Miss Otago caught in row

Miss Otago, Monique Cooley, of Queenstown, during a fashion show in the Museum Art Hotel,...
Miss Otago, Monique Cooley, of Queenstown, during a fashion show in the Museum Art Hotel, Wellington, last week, in a dress by designer Shika Braddock. Photo by Von Photography.
Miss Universe New Zealand third runner-up and Miss Otago Monique Cooley has been caught in a beauty pageant row after being unaware she did not hold New Zealand citizenship.

It was revealed yesterday that both Miss Cooley and Miss Universe New Zealand winner Avianca Bohm were not New Zealand citizens and were, therefore, ineligible to be placed in the pageant held in Wellington at Queen's Birthday Weekend.

Miss Cooley (22), who was born in Adelaide in 1990, moved to New Zealand with her family as a 10-year-old.

She had not applied for a New Zealand citizenship in the 12 years she had lived in Queenstown because she said she did not realise she needed to.

"I have never applied for it [citizenship]. I assumed it was automatic.

"I have been living here for 12 years so I consider myself a New Zealand citizen."

Miss Cooley was notified about her possible ineligibility for the prize when a friend called her and said it had been in the news.

She said she would be applying for citizenship as soon as she could, even if it meant doing some paperwork while she was on holiday with her mother in Hawaii. The pair flew out from Auckland yesterday.

Miss Bohm (22) was the first to be caught up in the controversy.

She moved from Pretoria to Auckland aged 16, and had to learn English as her second language next to Afrikaans.

Avianca Bohm.
Avianca Bohm.
Miss Bohm and Miss Cooley had roomed together during the 10 days they spent in Wellington for the contest and both confirmed yesterday that neither of them had discussed citizenship.

Head judge on the Miss Universe New Zealand judging panel and publisher of fashion magazine Lucire, Jack Yan, said the mishap was unlikely to cause either women any trouble or penalty from officials.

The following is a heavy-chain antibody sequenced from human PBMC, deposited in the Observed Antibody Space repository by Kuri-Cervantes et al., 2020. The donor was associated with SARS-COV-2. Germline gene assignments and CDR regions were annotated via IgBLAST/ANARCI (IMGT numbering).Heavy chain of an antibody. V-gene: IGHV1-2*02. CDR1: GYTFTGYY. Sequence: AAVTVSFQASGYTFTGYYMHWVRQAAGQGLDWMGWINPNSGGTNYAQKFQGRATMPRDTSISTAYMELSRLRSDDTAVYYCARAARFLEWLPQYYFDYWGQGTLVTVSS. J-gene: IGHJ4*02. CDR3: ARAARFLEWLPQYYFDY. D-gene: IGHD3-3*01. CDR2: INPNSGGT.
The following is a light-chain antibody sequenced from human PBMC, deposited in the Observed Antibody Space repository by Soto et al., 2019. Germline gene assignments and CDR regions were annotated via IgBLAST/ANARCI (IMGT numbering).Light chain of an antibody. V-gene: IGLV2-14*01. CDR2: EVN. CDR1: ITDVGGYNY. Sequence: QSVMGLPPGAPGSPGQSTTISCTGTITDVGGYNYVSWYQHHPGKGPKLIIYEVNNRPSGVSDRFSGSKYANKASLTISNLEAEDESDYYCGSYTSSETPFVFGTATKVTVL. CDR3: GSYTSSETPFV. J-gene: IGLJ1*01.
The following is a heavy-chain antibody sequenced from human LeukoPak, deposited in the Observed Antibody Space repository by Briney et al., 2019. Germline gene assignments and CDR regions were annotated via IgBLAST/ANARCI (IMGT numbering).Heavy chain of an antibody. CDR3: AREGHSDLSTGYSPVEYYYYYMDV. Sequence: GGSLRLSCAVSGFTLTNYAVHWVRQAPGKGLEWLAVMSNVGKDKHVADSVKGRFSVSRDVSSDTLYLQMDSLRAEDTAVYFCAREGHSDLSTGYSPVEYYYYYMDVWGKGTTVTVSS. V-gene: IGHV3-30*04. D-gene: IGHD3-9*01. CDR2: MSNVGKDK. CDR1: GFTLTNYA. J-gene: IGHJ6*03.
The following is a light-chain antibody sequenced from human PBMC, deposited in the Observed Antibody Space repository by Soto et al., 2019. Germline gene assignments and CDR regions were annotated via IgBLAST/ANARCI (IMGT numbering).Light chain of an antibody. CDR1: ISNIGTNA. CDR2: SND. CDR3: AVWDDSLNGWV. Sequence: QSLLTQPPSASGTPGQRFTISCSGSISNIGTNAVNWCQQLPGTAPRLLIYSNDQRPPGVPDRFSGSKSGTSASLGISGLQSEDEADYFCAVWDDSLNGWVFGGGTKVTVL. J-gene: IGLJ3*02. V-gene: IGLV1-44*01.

"I don't think there is [repercussions].

"The competition is usually fairly relaxed on the rules and I don't know why this has even created a storm in a teacup.

"It will all be blown over by tomorrow," Mr Yan said.

Miss Cooley "clearly is a New Zealander" and there would be no need for her to rush to get a New Zealand citizenship.

However, pageant director Val Lott said the women must get citizenship in order to retain their placings. She blamed Mr Yan and the panel of judges, saying they had been told Miss Bohm was not eligible to win.

"There has been a bit of an upheaval and this has opened up a can of worms," she said.

"People are saying 'why did you even let them enter', but right from the beginning I had said to Avianca 'you can enter, but you can't win'."

Mrs Lott questioned why Miss Bohm had accepted the crown.

The mistake was a result of the pageant being understaffed and, in hindsight, she should have sat down with all the judges.

Mr Yan said he had not seen any declarations the 10 entrants had to sign before the competition, nor had he been told that either of the two women were to be excluded from final judging.

"There was certainly never a conversation about Monique."

Mrs Lott admitted she was unaware until yesterday that Miss Cooley also did not have citizenship and was surprised not to see her placed in the top three.

"To be honest, I loved Monique, Miss Otago, and thought she would be up there, but I was not a judge."

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